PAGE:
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Non-Review Review: Ready or Not

“It’s true what they say,” remarks Daniel Le Domas at one point in Ready or Not. “The rich really are different.”

The basic plot of Ready or Not should be familiar. A young woman finds herself welcomed into a wealthy family with an eccentric tradition. After each wedding, the new member of the family is invited to compete against the family in a game. That game can be anything, from tic-tac-toe to checkers. (“I will play the f&!k out of checkers,” Grace playfully boasts when the tradition is revealed.) However, when Grace draws the “hide and seek” card, things quickly take a turn for the macabre. Unlike other games, “hide and seek” is deathly serious. The family plan to hunt Grace down and offer her up as a ritual sacrifice.

What’s on the cards for this evening?

Although Ready or Not brings its own unique perspective to the template, the film is consciously riffing on the classic Most Dangerous Game set-up. Armed with bows-and-arrows, antique firearms and crossbows, the Le Domas family stalk their prey through their decadent mansion as the stakes gradually become clear to Grace. Ready or Not filters this premise through the lens of class and wealth, focusing on economic divide between Grace and her husband’s family. “She’ll never be one of us,” complains Charity Le Domas during the wedding, to her husband Daniel. Daniel responds, “Of course not. She has a soul.”

Ready or Not is pulpy and visceral fun, an engaging and exciting horror-comedy that skillfully blends the two genres in a way that plays to each’s strength. Ready or Not shrewdly positions itself as both a side-splitter and a skull-splitter.

The family that prays together, stays together.

To be fair, Ready or Not is a bit rough at the edges. Directors Matt Bettinelli and Tyler Gillett are perhaps best known for their work on Devil’s Due, alongside television work and work on the V.H.S. anthology series. Bettinelli and Gillett adopt a very rough-and-ready approach to Ready or Not, shooting it in the style of a low-budget modern horror. There’s something very engaging about this no-frills style, which cleverly makes use of a tight cast and a claustrophobic setting to build a sense of mounting dread and dark comedy. However, there are also problems.

This is most obvious in the film’s glum and de-saturated colour palette, which often skews grey or green. There are clever things that can be done with that visual style, particularly in this sort of film. The cold digital cinematography suggests a sterility to the action, which makes sense in the context of the film. After all, the entire premise of Ready or Not hinges on the failure of the Le Domas family to see Grace (or their servants) as human beings. Bodies are thrown in “the goat pit” in the stables. Characters often make what sound like animal noises, snorting like a pig or neighing like a horse.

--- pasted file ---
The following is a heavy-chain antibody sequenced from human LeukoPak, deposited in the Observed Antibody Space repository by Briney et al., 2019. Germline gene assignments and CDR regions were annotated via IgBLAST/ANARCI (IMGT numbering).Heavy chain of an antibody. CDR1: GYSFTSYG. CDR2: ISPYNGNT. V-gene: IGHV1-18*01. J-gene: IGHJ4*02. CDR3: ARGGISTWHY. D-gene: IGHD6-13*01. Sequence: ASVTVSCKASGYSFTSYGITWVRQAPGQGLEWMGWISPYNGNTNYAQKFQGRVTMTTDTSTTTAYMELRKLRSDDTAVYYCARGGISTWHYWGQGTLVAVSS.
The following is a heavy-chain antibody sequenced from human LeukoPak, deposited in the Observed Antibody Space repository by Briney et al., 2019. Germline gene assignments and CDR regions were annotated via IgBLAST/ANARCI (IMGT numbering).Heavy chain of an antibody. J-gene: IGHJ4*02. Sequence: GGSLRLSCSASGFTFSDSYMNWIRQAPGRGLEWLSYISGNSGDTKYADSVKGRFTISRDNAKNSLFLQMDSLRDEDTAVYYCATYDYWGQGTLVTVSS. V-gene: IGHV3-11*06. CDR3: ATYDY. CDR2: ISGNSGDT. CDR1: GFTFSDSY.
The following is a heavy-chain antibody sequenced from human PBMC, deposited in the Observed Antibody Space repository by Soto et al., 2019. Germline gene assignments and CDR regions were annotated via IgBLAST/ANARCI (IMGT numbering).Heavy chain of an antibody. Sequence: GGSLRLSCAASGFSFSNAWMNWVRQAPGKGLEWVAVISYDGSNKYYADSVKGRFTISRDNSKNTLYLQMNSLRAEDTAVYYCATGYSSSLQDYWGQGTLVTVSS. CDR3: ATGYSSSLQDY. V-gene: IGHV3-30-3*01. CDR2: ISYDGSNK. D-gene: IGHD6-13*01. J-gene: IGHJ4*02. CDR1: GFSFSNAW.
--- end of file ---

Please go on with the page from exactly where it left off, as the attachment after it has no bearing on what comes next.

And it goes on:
Grace under pressure.

However, this crisp style is juxtaposed with the film’s heavy reliance on handheld cinematography. Again, this is a creative decision that makes sense on its own terms. Ready or Not is the story of a young woman who finds herself thrown into an absurd situation, and who is left scrambling to survive. As such, it makes sense that Bettinelli and Gillett would shoot a lot of the film handheld, allowing for a visceral intimacy between audience and character, disorienting the viewer as much as the protagonist.

However, the problem lies in reconciling these two extremes. Either Ready or Not is a cold horror story that reflects the anemic detachment of these blue-blooded sociopaths or it is a forceful struggle for survival in a chaotic and unpredictable world. Visually, Ready or Not never seems entirely sure whether it is aligning stylistically with Grace or with the Le Domas family. More than that, both of these choices occasionally make Ready or Not harder to watch. There are points in Ready or Not when Bettinelli and Gillett would have been better served to turn up the lighting, place the camera on a tripod and point it at the action.

The hunt (but not The Hunt) is on.

That said, Ready or Not is great and goofy, fun if you can get on its wavelength. Ready or Not is a horror comedy that plays surprisingly well in both lanes, which is no small accomplishment. It is very difficult to get the balance between these two elements correct; too much horror can sour a comedy, while too much comedy can undercut a horror. The plot’s riff on The Most Dangerous Game is so familiar that it’s practically a cliché, but what elevates Ready or Not is the manner in which it chooses to play that riff.